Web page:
Re: Aspell-en license Once again.
Scripsit Branden Robinson <firstname.lastname@example.org>
> Probably, yes. I have decried again and again the absurdity of some of
> our European developers' opinion (and that of RMS) when it is logically
> and consistently applied. They apparently don't want to hear any of it.
You apparently don't want to listen to the real issues, but prefer to
argue agains your own delusions about how the argument goes.
> Anyway, please don't tar the entire Debian Project with this brush. It
> is a noisy few developers, apparently convinced of the supremacy of
> European law over the rest of the world,
Man, you're way out. Some people (not all developers) point out that
the Database Directive exists. Not a word has been said about it being
"supreme" in any way. It exists. That is all. It that so har to grasp?
> Probably. I've tried to argue that it's impossible to plagiarize that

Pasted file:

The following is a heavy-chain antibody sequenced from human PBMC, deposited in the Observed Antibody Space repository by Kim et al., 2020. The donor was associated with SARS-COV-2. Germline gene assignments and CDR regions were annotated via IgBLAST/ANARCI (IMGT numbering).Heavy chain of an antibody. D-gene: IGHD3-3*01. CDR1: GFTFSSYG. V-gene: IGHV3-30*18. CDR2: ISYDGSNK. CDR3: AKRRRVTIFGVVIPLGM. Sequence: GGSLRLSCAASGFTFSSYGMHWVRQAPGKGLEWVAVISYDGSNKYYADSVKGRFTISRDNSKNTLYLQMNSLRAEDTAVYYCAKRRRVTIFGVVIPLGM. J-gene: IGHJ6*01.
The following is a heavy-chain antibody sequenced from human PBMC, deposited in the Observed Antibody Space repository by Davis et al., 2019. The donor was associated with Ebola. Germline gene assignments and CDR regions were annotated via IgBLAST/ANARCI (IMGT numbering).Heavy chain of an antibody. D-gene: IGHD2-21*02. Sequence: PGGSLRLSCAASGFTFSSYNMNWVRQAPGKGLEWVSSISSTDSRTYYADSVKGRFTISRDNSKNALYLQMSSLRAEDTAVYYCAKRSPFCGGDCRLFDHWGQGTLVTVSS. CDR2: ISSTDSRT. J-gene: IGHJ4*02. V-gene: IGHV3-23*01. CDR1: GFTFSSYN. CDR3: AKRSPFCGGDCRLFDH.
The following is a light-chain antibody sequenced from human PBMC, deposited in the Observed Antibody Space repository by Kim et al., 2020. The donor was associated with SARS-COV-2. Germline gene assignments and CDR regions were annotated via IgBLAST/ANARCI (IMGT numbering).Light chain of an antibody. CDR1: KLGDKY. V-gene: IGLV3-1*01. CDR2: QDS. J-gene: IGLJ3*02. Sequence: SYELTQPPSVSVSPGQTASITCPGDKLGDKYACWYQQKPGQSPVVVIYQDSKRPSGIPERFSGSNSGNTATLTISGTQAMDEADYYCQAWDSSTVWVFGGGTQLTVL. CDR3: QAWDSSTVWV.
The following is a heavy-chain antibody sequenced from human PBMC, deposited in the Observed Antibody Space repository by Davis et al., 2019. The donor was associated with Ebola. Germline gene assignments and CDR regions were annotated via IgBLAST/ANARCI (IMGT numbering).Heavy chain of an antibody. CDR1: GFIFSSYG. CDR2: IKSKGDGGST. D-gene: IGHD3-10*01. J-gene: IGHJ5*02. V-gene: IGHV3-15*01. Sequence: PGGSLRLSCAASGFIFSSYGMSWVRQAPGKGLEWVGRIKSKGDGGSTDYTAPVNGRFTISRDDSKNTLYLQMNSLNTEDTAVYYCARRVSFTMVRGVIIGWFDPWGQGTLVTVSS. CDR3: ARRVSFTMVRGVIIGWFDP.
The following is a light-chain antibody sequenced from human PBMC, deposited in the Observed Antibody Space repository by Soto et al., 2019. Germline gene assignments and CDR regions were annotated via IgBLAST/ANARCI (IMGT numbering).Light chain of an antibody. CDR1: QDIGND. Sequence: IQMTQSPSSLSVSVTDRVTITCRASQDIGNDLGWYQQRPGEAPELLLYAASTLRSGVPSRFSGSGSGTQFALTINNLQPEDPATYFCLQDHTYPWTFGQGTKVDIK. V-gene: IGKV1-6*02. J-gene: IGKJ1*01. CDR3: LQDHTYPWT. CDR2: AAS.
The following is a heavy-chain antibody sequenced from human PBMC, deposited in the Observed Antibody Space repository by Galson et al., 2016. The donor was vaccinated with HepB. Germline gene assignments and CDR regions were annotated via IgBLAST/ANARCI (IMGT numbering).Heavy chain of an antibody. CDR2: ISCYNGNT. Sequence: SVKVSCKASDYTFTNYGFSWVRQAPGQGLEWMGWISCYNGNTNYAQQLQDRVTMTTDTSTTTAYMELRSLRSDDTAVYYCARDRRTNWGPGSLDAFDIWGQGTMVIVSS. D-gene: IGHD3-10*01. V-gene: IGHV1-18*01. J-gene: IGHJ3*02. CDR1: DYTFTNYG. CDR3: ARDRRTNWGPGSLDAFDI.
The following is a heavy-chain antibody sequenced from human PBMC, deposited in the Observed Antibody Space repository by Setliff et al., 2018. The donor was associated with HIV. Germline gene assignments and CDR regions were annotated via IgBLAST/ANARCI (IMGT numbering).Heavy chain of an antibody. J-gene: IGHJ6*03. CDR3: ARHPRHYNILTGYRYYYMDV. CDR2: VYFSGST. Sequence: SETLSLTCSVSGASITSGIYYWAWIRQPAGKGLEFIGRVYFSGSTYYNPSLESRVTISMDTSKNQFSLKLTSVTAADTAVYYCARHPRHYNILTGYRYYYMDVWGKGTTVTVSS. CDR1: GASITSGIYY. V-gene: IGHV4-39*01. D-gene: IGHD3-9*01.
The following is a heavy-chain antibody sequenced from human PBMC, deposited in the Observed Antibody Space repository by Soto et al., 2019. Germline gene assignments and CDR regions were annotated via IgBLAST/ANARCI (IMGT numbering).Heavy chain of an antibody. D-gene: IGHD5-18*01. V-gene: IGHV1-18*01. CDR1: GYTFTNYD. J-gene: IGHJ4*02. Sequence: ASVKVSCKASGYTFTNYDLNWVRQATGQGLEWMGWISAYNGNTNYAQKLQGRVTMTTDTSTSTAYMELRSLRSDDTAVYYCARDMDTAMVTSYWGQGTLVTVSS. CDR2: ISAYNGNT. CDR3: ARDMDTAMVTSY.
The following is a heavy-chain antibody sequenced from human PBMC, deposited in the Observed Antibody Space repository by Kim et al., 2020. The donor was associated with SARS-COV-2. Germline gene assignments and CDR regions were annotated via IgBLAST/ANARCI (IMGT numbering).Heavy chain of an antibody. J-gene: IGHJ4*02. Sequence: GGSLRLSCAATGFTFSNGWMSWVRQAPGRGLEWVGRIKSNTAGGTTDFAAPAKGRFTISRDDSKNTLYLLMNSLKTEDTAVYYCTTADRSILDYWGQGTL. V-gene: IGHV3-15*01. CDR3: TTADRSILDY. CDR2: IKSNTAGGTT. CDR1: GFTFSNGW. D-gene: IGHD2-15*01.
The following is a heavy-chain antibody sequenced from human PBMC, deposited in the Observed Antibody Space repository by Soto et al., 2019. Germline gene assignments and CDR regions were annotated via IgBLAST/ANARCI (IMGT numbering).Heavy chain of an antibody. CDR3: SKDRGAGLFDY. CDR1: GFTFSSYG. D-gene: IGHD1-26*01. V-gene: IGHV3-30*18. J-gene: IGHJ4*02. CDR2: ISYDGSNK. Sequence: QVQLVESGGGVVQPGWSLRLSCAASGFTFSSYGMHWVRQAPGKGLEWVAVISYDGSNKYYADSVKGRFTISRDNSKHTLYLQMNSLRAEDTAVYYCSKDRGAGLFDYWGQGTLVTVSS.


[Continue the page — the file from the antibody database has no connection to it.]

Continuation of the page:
> which is unoriginal,
Several other people have tried to argue that a word list is not
necessarily unoriginal. There are thousands to words that have to be
judged either on the list or off the list; these thousands of
choices are fully as much an intellectual expressive choice as the
choice of which words to put in which order to form a novel.
> such as the enumeration of all the possible combinations that come
> up when one tosses a pair of dice. But my opponents in this
> argument will have none of it.
Because a word list is vastly different form a list of all the
possible combinations that come up when one tosses a pair of
dice. There is only one way to list those combinations. The number of
possible wordlists for spellchecking a particular language is
> Their conception of intellectual property is that you can declare
> anything you want to be your intellectual property as long as no one
> else has yet.
That is bullshit. Quit fighting strawmen, or shut up.
> They appear to have no concept of the public domain.
Henning Makholm "Need facts -- *first*. Then
the dialysis -- the *analysis*."